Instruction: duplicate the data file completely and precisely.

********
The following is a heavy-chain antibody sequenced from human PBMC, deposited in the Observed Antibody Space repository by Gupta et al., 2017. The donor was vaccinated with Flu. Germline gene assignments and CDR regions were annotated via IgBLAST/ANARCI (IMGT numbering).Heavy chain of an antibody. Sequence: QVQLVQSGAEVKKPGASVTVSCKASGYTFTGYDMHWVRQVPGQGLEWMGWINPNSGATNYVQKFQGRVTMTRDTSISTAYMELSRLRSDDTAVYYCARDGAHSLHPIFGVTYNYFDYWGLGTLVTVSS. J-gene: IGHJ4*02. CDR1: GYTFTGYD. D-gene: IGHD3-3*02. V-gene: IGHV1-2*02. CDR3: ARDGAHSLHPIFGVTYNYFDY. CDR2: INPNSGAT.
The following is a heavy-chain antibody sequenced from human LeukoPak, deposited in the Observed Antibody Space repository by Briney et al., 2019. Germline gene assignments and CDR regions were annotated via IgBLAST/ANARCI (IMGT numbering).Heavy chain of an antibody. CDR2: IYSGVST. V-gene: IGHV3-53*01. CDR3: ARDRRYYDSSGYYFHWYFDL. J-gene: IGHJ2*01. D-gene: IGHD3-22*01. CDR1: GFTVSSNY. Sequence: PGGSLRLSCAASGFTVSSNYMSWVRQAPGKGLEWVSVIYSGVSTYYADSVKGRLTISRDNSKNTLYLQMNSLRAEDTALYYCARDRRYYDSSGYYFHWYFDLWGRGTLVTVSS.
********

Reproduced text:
The following is a heavy-chain antibody sequenced from human PBMC, deposited in the Observed Antibody Space repository by Gupta et al., 2017. The donor was vaccinated with Flu. Germline gene assignments and CDR regions were annotated via IgBLAST/ANARCI (IMGT numbering).Heavy chain of an antibody. Sequence: QVQLVQSGAEVKKPGASVTVSCKASGYTFTGYDMHWVRQVPGQGLEWMGWINPNSGATNYVQKFQGRVTMTRDTSISTAYMELSRLRSDDTAVYYCARDGAHSLHPIFGVTYNYFDYWGLGTLVTVSS. J-gene: IGHJ4*02. CDR1: GYTFTGYD. D-gene: IGHD3-3*02. V-gene: IGHV1-2*02. CDR3: ARDGAHSLHPIFGVTYNYFDY. CDR2: INPNSGAT.
The following is a heavy-chain antibody sequenced from human LeukoPak, deposited in the Observed Antibody Space repository by Briney et al., 2019. Germline gene assignments and CDR regions were annotated via IgBLAST/ANARCI (IMGT numbering).Heavy chain of an antibody. CDR2: IYSGVST. V-gene: IGHV3-53*01. CDR3: ARDRRYYDSSGYYFHWYFDL. J-gene: IGHJ2*01. D-gene: IGHD3-22*01. CDR1: GFTVSSNY. Sequence: PGGSLRLSCAASGFTVSSNYMSWVRQAPGKGLEWVSVIYSGVSTYYADSVKGRLTISRDNSKNTLYLQMNSLRAEDTALYYCARDRRYYDSSGYYFHWYFDLWGRGTLVTVSS.